Paul Kengor: Mikhail Gorbachev vs. the Evil Empire





[Dr. Paul Kengor is professor of political science and executive director of The Center for Vision & Values at Grove City College.]

The media jumps at anniversaries of historical figures and events. For those of us who write about history, we, too, seize these opportunities to teach history, especially history Americans should know.

Here's one such case: Can you believe it has been 25 years since Mikhail Gorbachev came to power? Gorbachev seized the reins of the Soviet state on March 11, 1985. As an illustration of how much the world has changed since -in part because of Gorbachev - I was reminded of this anniversary by a journalist from no less than Pravda; that is, the Slovak version of Pravda....

This brings me to Gorbachev. Liberals in the West woefully exaggerated Gorbachev's positions and role in ending the Cold War. Their misunderstandings and misrepresentations were based on a fatal combination of wishful thinking, partisan politics, and blind adherence to ideology - an irrepressible desire to credit Gorbachev at the expense of Ronald Reagan....

The most important thing that liberals got wrong-even as Gorbachev himself reiterated it a thousand times-was their failure to understand that Gorbachev's first priority, from the outset, had been to save and sustain the USSR, not to mention the entirety of the Soviet Bloc in Eastern Europe, to the point where he even initially opposed taking down the Berlin Wall. This fact is undeniable, as Gorbachev emphasized in his best-selling 1987 book Perestroika. To this day, he calls the breakup of the USSR his greatest regret. (See, for instance, "Soviet Union 'should have been preserved,'" interview with Mikhail Gorbachev, USA Today, April 6, 2006.)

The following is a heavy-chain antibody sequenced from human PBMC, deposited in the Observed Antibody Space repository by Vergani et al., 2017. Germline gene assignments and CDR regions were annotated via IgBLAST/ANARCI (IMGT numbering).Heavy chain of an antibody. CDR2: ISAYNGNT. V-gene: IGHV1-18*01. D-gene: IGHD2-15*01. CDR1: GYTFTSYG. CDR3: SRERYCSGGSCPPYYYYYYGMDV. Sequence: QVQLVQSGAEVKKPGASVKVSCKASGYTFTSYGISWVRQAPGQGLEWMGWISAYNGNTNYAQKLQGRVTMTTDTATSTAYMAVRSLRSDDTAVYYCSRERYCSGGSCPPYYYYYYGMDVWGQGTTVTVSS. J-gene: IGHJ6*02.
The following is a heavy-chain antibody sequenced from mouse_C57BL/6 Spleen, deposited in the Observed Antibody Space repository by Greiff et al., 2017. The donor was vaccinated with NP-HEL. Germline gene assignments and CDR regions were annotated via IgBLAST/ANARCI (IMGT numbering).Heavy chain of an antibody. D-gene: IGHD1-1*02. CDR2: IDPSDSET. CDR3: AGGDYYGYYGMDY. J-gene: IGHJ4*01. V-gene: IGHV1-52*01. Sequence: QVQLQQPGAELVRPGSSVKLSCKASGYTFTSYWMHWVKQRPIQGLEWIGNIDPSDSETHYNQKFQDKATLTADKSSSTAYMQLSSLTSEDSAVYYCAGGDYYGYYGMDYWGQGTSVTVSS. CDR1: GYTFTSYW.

At the same time, however, Gorbachev also sought to create a peaceful USSR. He vigorously opposed totalitarianism. To get there-and here's where conservatives need adjustments in their understanding-Gorbachev took several monumental steps that, unwittingly, led to the implosion of the USSR and the Soviet Bloc. These ranged from freedom of press, speech, assembly, and religion, to the introduction of political pluralism (democracy) by formally ending the [Communist Party of the Soviet Union's] constitutional monopoly on power. These were wonderful feats....

Sure, the Gorbachev story is complicated, a mix of the intended and unintended. Ultimately, however, it has a happy ending. To mark the birth of Mikhail Gorbachev's ascension to power is to also mark the death of Stalin's Evil Empire. And that's a moment worth celebrating.


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